As the home chef does, corporate and ad­ministrative executives and their teams find information-rich programming on televi­sion and the internet. They are inundated by education and parent associations, boards, trade magazines, and government studies and publications from FEMA, the Depart­ment of Justice, Department of Homeland Security, and the FBI.

They receive articles, checklists, suggested products and procedures, and quasi-standards for institutional and personal security. Part of this information overload and reaction is the reality of America’s increasingly violent soci­ety. Local, national, and international news broadcasts make it very clear that the need for effective prevention, appropriate security and reliable protection is greater than ever. Virtual­ly every week there is a report of a mass shoot­ing, detailing random or targeted violence at a school, church or public venue.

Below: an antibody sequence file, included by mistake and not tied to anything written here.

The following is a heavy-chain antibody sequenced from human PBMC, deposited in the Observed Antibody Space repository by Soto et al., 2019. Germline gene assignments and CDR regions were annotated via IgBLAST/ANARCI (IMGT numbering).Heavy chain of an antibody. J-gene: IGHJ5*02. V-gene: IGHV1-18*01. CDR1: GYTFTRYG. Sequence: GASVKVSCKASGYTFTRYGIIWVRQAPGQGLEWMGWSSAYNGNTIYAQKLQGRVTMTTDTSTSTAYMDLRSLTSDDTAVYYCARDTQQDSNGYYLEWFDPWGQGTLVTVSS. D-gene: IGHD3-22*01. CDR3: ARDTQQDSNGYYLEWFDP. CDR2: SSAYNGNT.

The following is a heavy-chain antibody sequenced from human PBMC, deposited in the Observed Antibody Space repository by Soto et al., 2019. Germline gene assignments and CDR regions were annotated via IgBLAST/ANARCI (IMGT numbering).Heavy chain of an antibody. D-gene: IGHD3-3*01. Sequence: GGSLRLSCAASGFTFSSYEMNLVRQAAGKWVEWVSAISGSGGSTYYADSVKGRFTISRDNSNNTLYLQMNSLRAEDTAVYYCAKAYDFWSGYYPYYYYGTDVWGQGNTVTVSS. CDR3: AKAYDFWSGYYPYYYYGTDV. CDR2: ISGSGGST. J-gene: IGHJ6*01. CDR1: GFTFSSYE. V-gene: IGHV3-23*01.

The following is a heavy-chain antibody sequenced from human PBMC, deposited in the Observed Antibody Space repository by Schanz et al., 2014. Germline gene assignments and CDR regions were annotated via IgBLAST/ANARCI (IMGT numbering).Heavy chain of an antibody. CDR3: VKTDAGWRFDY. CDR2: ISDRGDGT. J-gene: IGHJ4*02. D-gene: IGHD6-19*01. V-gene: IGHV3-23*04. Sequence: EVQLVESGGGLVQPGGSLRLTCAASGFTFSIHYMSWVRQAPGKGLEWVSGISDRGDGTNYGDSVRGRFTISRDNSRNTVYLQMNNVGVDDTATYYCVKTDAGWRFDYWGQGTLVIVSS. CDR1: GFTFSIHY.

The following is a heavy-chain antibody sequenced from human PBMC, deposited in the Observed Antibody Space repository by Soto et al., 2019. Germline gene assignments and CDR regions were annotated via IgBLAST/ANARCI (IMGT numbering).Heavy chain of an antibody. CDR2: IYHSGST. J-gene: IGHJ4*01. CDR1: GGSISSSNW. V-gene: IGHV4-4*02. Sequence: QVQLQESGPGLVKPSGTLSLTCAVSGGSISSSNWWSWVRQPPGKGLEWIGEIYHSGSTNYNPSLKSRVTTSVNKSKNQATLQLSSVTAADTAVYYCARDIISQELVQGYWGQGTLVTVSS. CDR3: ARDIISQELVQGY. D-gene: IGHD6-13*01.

The typical approach to security concerns in the past was to be aware of possible threats, pro­vide a safe environment as best they could, and rely heavily on a little help from their friends in law enforcement. Despite widely publicized intense security issues in targeted violence sce­narios, little has changed in the approach at the local level. Staff training is provided, and incremental physical improvements are made with the hope that they will be effective.

Unfortunately, this well-meaning, hands-on approach is inadequate for such critical needs, but it is still the norm due to many factors.

The reality of both random and targeted violence in schools, businesses, entertain­ment venues, and houses of worship in the United States is undeniable. Sometimes de­nial gives way to a resolve to “do something about it.” Inadequate security budgets and in-house resources are stretched. Reaction­ary thinkers offer unproven tactics. Familiar vendors push trending safety products to facility managers. Law enforcement and vol­unteer groups are directed to “do their best” even though they are not properly trained, educated, or experienced.